By the numbers
1 Playoff victories in Newsome's first nine seasons of existence.
2 Playoff victories for Newsome this season.
14 Yards, the longest run for Tampa Catholic in its 10-7 loss to Clearwater Central Catholic. By comparison, CCC had seven runs longer than 14 yards.
40 Playoff victories (including those later forfeited) for Armwood in the Sean Callahan era. Callahan made a point to tell reporters that defensive coordinator Matt Thompson has been on his coaching staff for all 40.
1,027 Yards rushing, unofficially, Robinson RB Martin Ruiz has for the season after his 152-yard effort in a 22-19 win over Lakewood.
5,576 Career yards rushing, unofficially, for Carrollwood Day's Robert Davis after he totaled 101 yards in a 56-28 loss to Naples First Baptist. Davis broke Hillsborough County's career rushing mark last week, a record once held by Riverview's Avious Steadman.
Did you know?
Newsome senior QB/MLB/P Will Worth has had two games this year in which he has amassed at least 100 rushing and passing yards. Both were against Durant.
"They're playing beyond the expectations of us." — Matt Thompson, Armwood defensive coordinator, on his unit, which had already lost CB Aaron Covington (broken arm) and lost MLB Marcus Jacobs (ankle) early in Friday's 9-7 win at Hillsborough
"The first loss against CCC was a tough pill to swallow. We felt if we scored three touchdowns this time we could win. We were able to hold them on defense. We just couldn't finish drives." — Bob Henriquez, Tampa Catholic coach, after the Crusaders' 10-7 loss to Clearwater Central Catholic
"They spied two players on our quarterback, which is smart. They did a nice coaching job, they really did." — Earl Garcia, Hillsborough coach, on Armwood's defensive scheme against Terriers QB Dwayne Lawson
On those days of practice when Plant's defense would get the better of the offense, players rushed to claim ownership of a bricklike trophy topped by an upright mallet.
The slab served as a mocking testament to their dominance of coach Robert Weiner's vaunted offense.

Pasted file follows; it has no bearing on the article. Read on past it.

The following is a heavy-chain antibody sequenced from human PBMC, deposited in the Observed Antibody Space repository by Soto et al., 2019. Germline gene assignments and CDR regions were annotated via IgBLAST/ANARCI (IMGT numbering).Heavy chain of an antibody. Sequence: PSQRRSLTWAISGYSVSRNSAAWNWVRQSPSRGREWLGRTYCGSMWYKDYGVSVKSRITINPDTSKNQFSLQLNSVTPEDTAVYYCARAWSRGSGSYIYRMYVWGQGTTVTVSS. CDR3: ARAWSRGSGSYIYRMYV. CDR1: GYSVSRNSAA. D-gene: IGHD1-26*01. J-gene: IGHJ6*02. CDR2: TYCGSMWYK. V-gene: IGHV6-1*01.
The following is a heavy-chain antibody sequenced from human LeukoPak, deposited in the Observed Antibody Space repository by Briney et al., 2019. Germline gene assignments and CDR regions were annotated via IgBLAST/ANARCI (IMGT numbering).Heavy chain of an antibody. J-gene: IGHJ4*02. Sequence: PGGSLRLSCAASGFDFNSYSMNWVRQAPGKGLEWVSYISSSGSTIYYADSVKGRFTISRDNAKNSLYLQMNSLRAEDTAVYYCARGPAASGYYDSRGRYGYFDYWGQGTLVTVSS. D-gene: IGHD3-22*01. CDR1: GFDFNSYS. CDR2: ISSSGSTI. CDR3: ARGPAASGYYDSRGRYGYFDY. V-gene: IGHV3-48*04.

"RIP Weiner Ball, 2004-2012," read a banner across the front of the trophy last week. "Here lies the (remnants) of Robert Weiner's offense buried by the Plant defense."
Orlando Dr. Phillips' defense took its turn Friday against the visiting Panthers.
In their earliest playoff exit since 2005, the Panthers were held scoreless on offense and limited to 91 yards — their worst performance in at least a half-dozen years — in a 24-7 loss in the regional semifinals.
"We couldn't find anything that worked," Weiner said after the game. "We tried every scheme that we had, but they were a little more physical than we were and a little faster."
Plant's offensive futility was never more evident than during a particularly ugly stretch in the second half, when Dr. Phillips held a 14-0 lead.
Plant failed to pick up a first down on four straight possessions, three of them ending with sacks of quarterback Aaron Banks. The third takedown led to a fumble recovered by Dr. Phillips.
By the time the Panthers finally moved the chains, there was little more than a minute left in the game and Dr. Phillips had inserted a number of reserves.
"That was the greatest defensive effort I've seen in 20 years at Dr. Phillips," said coach Rodney Wells, an alum and former Syracuse linebacker who took over the program two years ago after being an assistant there for many years.
While nothing pointed to this sort of end for Plant, there had been signs of slippage in Weiner's offense this year.
The Panthers averaged 29.2 points, their lowest since scoring 24.2 per game in 2005, Weiner's second year at Plant and the junior year of then-quarterback Robert Marve. Perhaps not so coincidentally, that was also the last time Plant was knocked out before the region finals.
This was also the first year the Panthers didn't have a three-star college recruit at one of the skill positions. Quarterback Aaron Banks, running back Wesley Bullock and receiver Tristan Cooper are all expected to continue their playing careers in college but none brought in recruiters like Marve, Aaron Murray or James Wilder Jr.
Additionally, the Panthers lost top lineman Richy Klepal, a four-star prospect and FSU commitment, to a career-ending head injury after the second week.
So just a year after averaging 36.9 points — a touchdown more than this fall's team — en route to the 8A title, Plant was ill-equipped to handle a relentless and talented foe it had beaten 49-13 the previous season.
"They've been through a lot of adversity," Weiner said. "We had a lot of guys who got injured and couldn't play, but our kids kept fighting up until the last minute."
No, the Dr. Phillips Panthers won't get a mallet-topped trophy to prove its dominance of Plant. Instead, and most important, they get to play another game for the really big trophy Plant denied them in 2011.